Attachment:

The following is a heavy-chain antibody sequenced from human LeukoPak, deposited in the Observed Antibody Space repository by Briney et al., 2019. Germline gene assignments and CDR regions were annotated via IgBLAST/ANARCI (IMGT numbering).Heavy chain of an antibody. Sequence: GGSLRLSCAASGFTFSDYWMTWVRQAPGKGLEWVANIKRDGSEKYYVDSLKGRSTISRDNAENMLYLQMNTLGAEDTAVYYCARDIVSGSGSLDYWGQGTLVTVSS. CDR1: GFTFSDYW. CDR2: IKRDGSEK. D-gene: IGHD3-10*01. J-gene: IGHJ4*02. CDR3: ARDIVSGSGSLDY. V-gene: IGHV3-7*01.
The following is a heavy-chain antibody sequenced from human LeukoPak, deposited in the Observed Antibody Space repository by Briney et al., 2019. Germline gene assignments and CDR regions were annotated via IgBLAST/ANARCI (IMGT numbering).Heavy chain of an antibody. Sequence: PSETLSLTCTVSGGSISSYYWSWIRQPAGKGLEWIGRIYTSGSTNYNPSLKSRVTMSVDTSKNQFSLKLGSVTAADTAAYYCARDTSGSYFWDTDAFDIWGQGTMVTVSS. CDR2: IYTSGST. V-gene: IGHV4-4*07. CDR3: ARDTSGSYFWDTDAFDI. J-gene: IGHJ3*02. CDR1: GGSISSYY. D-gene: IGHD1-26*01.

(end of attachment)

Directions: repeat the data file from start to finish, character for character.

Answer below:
The following is a heavy-chain antibody sequenced from human LeukoPak, deposited in the Observed Antibody Space repository by Briney et al., 2019. Germline gene assignments and CDR regions were annotated via IgBLAST/ANARCI (IMGT numbering).Heavy chain of an antibody. Sequence: GGSLRLSCAASGFTFSDYWMTWVRQAPGKGLEWVANIKRDGSEKYYVDSLKGRSTISRDNAENMLYLQMNTLGAEDTAVYYCARDIVSGSGSLDYWGQGTLVTVSS. CDR1: GFTFSDYW. CDR2: IKRDGSEK. D-gene: IGHD3-10*01. J-gene: IGHJ4*02. CDR3: ARDIVSGSGSLDY. V-gene: IGHV3-7*01.
The following is a heavy-chain antibody sequenced from human LeukoPak, deposited in the Observed Antibody Space repository by Briney et al., 2019. Germline gene assignments and CDR regions were annotated via IgBLAST/ANARCI (IMGT numbering).Heavy chain of an antibody. Sequence: PSETLSLTCTVSGGSISSYYWSWIRQPAGKGLEWIGRIYTSGSTNYNPSLKSRVTMSVDTSKNQFSLKLGSVTAADTAAYYCARDTSGSYFWDTDAFDIWGQGTMVTVSS. CDR2: IYTSGST. V-gene: IGHV4-4*07. CDR3: ARDTSGSYFWDTDAFDI. J-gene: IGHJ3*02. CDR1: GGSISSYY. D-gene: IGHD1-26*01.